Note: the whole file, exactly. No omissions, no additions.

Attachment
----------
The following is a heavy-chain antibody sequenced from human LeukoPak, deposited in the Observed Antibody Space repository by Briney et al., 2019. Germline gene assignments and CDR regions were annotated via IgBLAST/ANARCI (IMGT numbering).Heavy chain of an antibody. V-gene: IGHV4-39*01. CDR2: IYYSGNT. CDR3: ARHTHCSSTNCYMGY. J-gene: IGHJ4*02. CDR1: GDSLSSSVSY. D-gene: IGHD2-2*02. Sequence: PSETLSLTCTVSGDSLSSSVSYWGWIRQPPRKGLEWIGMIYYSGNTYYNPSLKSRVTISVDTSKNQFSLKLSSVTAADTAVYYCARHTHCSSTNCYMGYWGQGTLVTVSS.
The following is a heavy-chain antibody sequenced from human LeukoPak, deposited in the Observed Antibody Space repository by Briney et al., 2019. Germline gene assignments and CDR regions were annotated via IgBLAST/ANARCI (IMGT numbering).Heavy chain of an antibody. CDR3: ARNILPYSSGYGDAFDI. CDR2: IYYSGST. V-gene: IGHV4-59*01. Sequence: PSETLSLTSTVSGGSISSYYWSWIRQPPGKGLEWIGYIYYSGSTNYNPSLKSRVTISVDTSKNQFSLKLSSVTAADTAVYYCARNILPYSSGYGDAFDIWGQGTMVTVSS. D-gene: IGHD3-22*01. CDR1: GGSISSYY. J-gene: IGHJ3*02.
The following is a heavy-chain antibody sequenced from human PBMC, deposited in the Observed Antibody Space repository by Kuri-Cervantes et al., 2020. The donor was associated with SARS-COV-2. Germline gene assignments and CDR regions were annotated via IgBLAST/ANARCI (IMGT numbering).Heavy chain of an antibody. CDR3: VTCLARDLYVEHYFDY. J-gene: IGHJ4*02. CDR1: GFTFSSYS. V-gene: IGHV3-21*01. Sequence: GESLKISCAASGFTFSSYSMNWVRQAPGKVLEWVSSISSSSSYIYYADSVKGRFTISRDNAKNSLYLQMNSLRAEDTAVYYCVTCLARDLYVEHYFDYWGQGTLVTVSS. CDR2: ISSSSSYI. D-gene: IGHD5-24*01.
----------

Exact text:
The following is a heavy-chain antibody sequenced from human LeukoPak, deposited in the Observed Antibody Space repository by Briney et al., 2019. Germline gene assignments and CDR regions were annotated via IgBLAST/ANARCI (IMGT numbering).Heavy chain of an antibody. V-gene: IGHV4-39*01. CDR2: IYYSGNT. CDR3: ARHTHCSSTNCYMGY. J-gene: IGHJ4*02. CDR1: GDSLSSSVSY. D-gene: IGHD2-2*02. Sequence: PSETLSLTCTVSGDSLSSSVSYWGWIRQPPRKGLEWIGMIYYSGNTYYNPSLKSRVTISVDTSKNQFSLKLSSVTAADTAVYYCARHTHCSSTNCYMGYWGQGTLVTVSS.
The following is a heavy-chain antibody sequenced from human LeukoPak, deposited in the Observed Antibody Space repository by Briney et al., 2019. Germline gene assignments and CDR regions were annotated via IgBLAST/ANARCI (IMGT numbering).Heavy chain of an antibody. CDR3: ARNILPYSSGYGDAFDI. CDR2: IYYSGST. V-gene: IGHV4-59*01. Sequence: PSETLSLTSTVSGGSISSYYWSWIRQPPGKGLEWIGYIYYSGSTNYNPSLKSRVTISVDTSKNQFSLKLSSVTAADTAVYYCARNILPYSSGYGDAFDIWGQGTMVTVSS. D-gene: IGHD3-22*01. CDR1: GGSISSYY. J-gene: IGHJ3*02.
The following is a heavy-chain antibody sequenced from human PBMC, deposited in the Observed Antibody Space repository by Kuri-Cervantes et al., 2020. The donor was associated with SARS-COV-2. Germline gene assignments and CDR regions were annotated via IgBLAST/ANARCI (IMGT numbering).Heavy chain of an antibody. CDR3: VTCLARDLYVEHYFDY. J-gene: IGHJ4*02. CDR1: GFTFSSYS. V-gene: IGHV3-21*01. Sequence: GESLKISCAASGFTFSSYSMNWVRQAPGKVLEWVSSISSSSSYIYYADSVKGRFTISRDNAKNSLYLQMNSLRAEDTAVYYCVTCLARDLYVEHYFDYWGQGTLVTVSS. CDR2: ISSSSSYI. D-gene: IGHD5-24*01.